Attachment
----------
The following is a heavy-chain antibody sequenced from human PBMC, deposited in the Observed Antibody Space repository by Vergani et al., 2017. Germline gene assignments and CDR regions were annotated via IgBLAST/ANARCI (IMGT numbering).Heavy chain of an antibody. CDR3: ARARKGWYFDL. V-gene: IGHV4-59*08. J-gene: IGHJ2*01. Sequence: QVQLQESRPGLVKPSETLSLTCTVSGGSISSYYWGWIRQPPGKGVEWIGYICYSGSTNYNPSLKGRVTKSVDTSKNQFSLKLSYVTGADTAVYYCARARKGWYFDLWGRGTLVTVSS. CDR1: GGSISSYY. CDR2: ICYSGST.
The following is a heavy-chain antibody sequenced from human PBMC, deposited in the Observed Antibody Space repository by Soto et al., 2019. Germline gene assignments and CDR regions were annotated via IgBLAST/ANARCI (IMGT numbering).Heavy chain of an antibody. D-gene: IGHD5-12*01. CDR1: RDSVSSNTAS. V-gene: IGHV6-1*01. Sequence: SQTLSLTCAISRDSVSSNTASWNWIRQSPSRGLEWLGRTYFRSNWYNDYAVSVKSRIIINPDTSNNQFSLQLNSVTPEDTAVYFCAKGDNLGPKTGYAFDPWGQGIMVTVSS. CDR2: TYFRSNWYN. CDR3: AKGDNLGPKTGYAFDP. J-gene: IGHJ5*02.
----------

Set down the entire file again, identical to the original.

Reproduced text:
The following is a heavy-chain antibody sequenced from human PBMC, deposited in the Observed Antibody Space repository by Vergani et al., 2017. Germline gene assignments and CDR regions were annotated via IgBLAST/ANARCI (IMGT numbering).Heavy chain of an antibody. CDR3: ARARKGWYFDL. V-gene: IGHV4-59*08. J-gene: IGHJ2*01. Sequence: QVQLQESRPGLVKPSETLSLTCTVSGGSISSYYWGWIRQPPGKGVEWIGYICYSGSTNYNPSLKGRVTKSVDTSKNQFSLKLSYVTGADTAVYYCARARKGWYFDLWGRGTLVTVSS. CDR1: GGSISSYY. CDR2: ICYSGST.
The following is a heavy-chain antibody sequenced from human PBMC, deposited in the Observed Antibody Space repository by Soto et al., 2019. Germline gene assignments and CDR regions were annotated via IgBLAST/ANARCI (IMGT numbering).Heavy chain of an antibody. D-gene: IGHD5-12*01. CDR1: RDSVSSNTAS. V-gene: IGHV6-1*01. Sequence: SQTLSLTCAISRDSVSSNTASWNWIRQSPSRGLEWLGRTYFRSNWYNDYAVSVKSRIIINPDTSNNQFSLQLNSVTPEDTAVYFCAKGDNLGPKTGYAFDPWGQGIMVTVSS. CDR2: TYFRSNWYN. CDR3: AKGDNLGPKTGYAFDP. J-gene: IGHJ5*02.